Since the maximum negligence penalty is $10,000 per account per year, anyone with a single foreign account significantly over $240,000 (or about $220,000 if in the 2012 OVDP) should at least do the math and consider opting-out. If the maximum negligence penalty outside one of the defined programs for one account is capped at $60,000 ($10,000 per year times 6 years of open FBAR statute of limitations) without consideration of the FBAR violation mitigation provisions in the Internal Revenue Manual, paying more than that under one of the defined programs (on a per account basis) would only be for taxpayers who fear application of the significantly higher willfulness penalty and need to stay in the defined program. For those with the opposite problem of having multiple bank accounts each with small to moderate balances (this happens quite a lot), the opposite is true: here, the standard FBAR per account per year penalties could be much higher than the proposed offshore penalty and the decision to opt-out becomes much harder to evaluate because the theoretical numbers look so skewed.
High Real Property Value and Low Bank Accounts
For taxpayers with undeclared income from foreign rental real estate, the value of such real estate must be included in the offshore penalty highest aggregate balance calculation. This is not true outside the defined programs where any FBAR audit can address undeclared financial accounts only, not foreign real estate. Accordingly, someone whose penalty calculation worksheet is comprised primarily of foreign real estate, and has few bank accounts having moderate balances, may find opting-out to be beneficial simply because their largest asset contributing to the offshore penalty is no longer in play for potential FBAR penalties. Beware, however, if you’ve had foreign property sales during the program disclosure period where the proceeds flowed through the foreign bank account. That spike in the bank account will contribute to the highest aggregate balance for offshore penalty purposes, and in effect, the value of the property will then be subject to the offshore penalty or considered during the FBAR audit and application of the mitigation provisions.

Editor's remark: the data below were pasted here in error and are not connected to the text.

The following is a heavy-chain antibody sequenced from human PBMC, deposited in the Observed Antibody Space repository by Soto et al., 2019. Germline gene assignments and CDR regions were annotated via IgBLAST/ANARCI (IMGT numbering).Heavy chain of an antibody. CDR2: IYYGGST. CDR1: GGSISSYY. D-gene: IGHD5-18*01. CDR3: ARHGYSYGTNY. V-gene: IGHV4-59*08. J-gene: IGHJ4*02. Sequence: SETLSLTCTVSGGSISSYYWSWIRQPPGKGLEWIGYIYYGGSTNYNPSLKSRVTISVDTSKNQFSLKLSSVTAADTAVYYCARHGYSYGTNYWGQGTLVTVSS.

Immigrants with Solely Foreign Source Earnings and Savings
This is the category of taxpayers where we’ve seen the best chances of success with opting-out and avoiding all FBAR penalties. The typical taxpayer in this category is someone who had moderate to significant earnings and savings achieved before immigrating to the U.S., and never closed such accounts upon moving to the United States. Generally, this taxpayer also will not have sent any post-immigration U.S. source earnings overseas, nor brought any of the foreign source savings to the United States. Ideally, use of the foreign source funds will be limited to personal expenses incurred during occasional visits to their country of origin. In this situation, where offshore money remained offshore and onshore money (fully taxed in the U.S.) never went offshore, the taxpayer should have strong arguments to avoid all FBAR penalties during the post-opt-out audit.
The decision to opt-out or not is a very difficult one highly dependent on the specific and unique facts of each individual taxpayer. Since there are no reported cases of prior opt-out decisions to rely upon, guidance on this topic comes primarily from the judgment and experience of qualified tax practitioners who have handled many such cases. If you are considering opting-out and haven’t been advised by an experienced tax lawyer, now would be the time to do so.